The third alliance I draw upon is FIP-WiSE (Women in Science and Education). FIP-WiSE is an initiative that has grown from a need to support and enable women across all stages of their career across all areas and sectors of science and education. This group emerged from the Pharmaceutical Workforce Development Goal (PWDG) 10 (Gender diversity and balances) which highlighted the disparity across science and education in terms of women in leadership roles, visible to us all. As the work on the FIP Development Goals (DGs) built on and extended the PWDGs, goal 10 too expanded to reflect equity and equality issues across all demographics — age, ethnicity, income levels, disease states and gender to name a few. The place of FIP-WiSE became more secure and focused FIP minds on creating useful, practical and essential spaces, places and resources for all women in science and education with the fundamental aim that these are not limited to women, but available to all. It seemed essential to consider how the work of the WHPA could be supportive of the emerging findings that environments across science and education were not always positive, nurturing, supportive and enabling; neither were there the tools to hand to support women in said workplaces to find a way through. So, the WHPA’s PPE campaign was adapted to the needs of the FIP-WISE community. 

Through the alliance forged by our five professions, the supportive campaign on PPE for all across all workplaces seemed ideally placed to support our initiatives for women in science and education and, ultimately, to benefit all across the pharmacy profession. Sometimes the useful tools we develop in one area can support another area where the need becomes apparent, and a further alliance is created. As fundamental as the 17United Nations Sustainable Development Goals are to us all, we know that creating the environment for sustainable development is key if we are to flourish, even more so following a pandemic. And following a pandemic, as we take time to find our place in the world and work, we will need tools and toolkits that can enable, support and empower us, especially when the environment is less supportive and less positive than we would like.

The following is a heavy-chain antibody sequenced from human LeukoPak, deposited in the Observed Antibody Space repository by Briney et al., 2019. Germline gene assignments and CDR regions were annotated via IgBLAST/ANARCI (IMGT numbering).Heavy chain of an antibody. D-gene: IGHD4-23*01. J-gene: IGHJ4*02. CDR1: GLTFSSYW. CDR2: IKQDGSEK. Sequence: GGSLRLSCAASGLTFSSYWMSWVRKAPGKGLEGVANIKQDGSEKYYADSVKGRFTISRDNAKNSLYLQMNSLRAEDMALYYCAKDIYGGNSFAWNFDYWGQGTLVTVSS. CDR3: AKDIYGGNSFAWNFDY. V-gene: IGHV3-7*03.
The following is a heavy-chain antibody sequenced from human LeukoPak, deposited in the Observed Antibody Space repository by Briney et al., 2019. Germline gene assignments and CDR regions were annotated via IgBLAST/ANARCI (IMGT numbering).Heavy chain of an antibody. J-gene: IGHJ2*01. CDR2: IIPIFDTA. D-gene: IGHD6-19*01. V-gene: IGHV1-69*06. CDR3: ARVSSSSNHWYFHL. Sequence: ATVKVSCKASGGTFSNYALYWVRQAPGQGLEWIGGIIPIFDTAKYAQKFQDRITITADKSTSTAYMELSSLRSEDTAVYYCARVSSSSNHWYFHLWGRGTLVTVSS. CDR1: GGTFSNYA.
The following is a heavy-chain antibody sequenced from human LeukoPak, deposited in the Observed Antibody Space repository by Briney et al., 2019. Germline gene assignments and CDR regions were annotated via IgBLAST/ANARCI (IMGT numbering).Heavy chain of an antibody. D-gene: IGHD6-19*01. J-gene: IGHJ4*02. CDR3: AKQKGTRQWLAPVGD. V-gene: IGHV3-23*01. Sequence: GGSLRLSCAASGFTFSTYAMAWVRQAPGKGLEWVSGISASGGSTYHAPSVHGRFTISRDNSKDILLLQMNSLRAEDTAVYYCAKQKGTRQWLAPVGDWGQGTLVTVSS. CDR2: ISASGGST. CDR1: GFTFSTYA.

Creating new alliances through existing alliances during a time of such crisis feels very important and the foreword of such a collaborative toolkit such as this is a very good place to acknowledge the strengths of alliances, the power of collaborations and the benefit of support FIP is proud to facilitate. Congratulations on this toolkit which I know will prove of value to all who use it and take it forward in their practice, wherever that may be.

By Prof Claire Thompson, Chair, FIPWiSE and CEO, Agility Life Sciences, United Kingdom

FIP is leading activities, in collaboration with World Health Professions Alliance (WHPA), to create safe, supportive and successful practice environments for the entire pharmaceutical workforce. Building on WHPA’s Positive Practice Environments (PPE) campaign, FIPWiSE (FIP women in science and education) is just one of the initiatives that FIP is utilising to create an environment where women in the pharmaceutical sciences and pharmacy education can thrive. 

The FIPWiSE Enabling Workplaces Working Group and contributors from all around the world have compiled this toolkit to highlight the need for, and raise the awareness of, PPEs for women in science and education. This toolkit creates a repository of areas for progression and possible solutions which can be implemented by professionals, employers and policy makers to generate and maintain supportive working environments. The toolkit focuses on education and science workplaces, but has the opportunity to expand learnings across the entire pharmaceutical workforce.